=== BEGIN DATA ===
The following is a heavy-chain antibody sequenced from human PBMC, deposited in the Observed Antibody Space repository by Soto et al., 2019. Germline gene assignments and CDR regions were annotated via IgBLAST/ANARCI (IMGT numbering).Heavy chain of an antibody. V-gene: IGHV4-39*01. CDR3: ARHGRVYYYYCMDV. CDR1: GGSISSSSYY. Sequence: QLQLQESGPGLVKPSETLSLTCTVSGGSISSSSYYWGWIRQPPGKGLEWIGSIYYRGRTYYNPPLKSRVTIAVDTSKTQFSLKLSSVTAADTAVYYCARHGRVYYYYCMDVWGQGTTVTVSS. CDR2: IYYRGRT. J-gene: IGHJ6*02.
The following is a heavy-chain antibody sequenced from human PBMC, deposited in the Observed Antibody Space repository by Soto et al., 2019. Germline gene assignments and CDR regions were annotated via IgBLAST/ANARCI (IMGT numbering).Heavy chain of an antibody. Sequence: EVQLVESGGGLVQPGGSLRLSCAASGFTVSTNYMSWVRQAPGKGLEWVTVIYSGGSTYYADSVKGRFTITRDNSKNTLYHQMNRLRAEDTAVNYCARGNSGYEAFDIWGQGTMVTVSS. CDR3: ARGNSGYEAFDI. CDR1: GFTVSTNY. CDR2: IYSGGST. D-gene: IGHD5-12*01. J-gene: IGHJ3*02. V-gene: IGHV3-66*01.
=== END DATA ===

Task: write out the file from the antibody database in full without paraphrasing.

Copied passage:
The following is a heavy-chain antibody sequenced from human PBMC, deposited in the Observed Antibody Space repository by Soto et al., 2019. Germline gene assignments and CDR regions were annotated via IgBLAST/ANARCI (IMGT numbering).Heavy chain of an antibody. V-gene: IGHV4-39*01. CDR3: ARHGRVYYYYCMDV. CDR1: GGSISSSSYY. Sequence: QLQLQESGPGLVKPSETLSLTCTVSGGSISSSSYYWGWIRQPPGKGLEWIGSIYYRGRTYYNPPLKSRVTIAVDTSKTQFSLKLSSVTAADTAVYYCARHGRVYYYYCMDVWGQGTTVTVSS. CDR2: IYYRGRT. J-gene: IGHJ6*02.
The following is a heavy-chain antibody sequenced from human PBMC, deposited in the Observed Antibody Space repository by Soto et al., 2019. Germline gene assignments and CDR regions were annotated via IgBLAST/ANARCI (IMGT numbering).Heavy chain of an antibody. Sequence: EVQLVESGGGLVQPGGSLRLSCAASGFTVSTNYMSWVRQAPGKGLEWVTVIYSGGSTYYADSVKGRFTITRDNSKNTLYHQMNRLRAEDTAVNYCARGNSGYEAFDIWGQGTMVTVSS. CDR3: ARGNSGYEAFDI. CDR1: GFTVSTNY. CDR2: IYSGGST. D-gene: IGHD5-12*01. J-gene: IGHJ3*02. V-gene: IGHV3-66*01.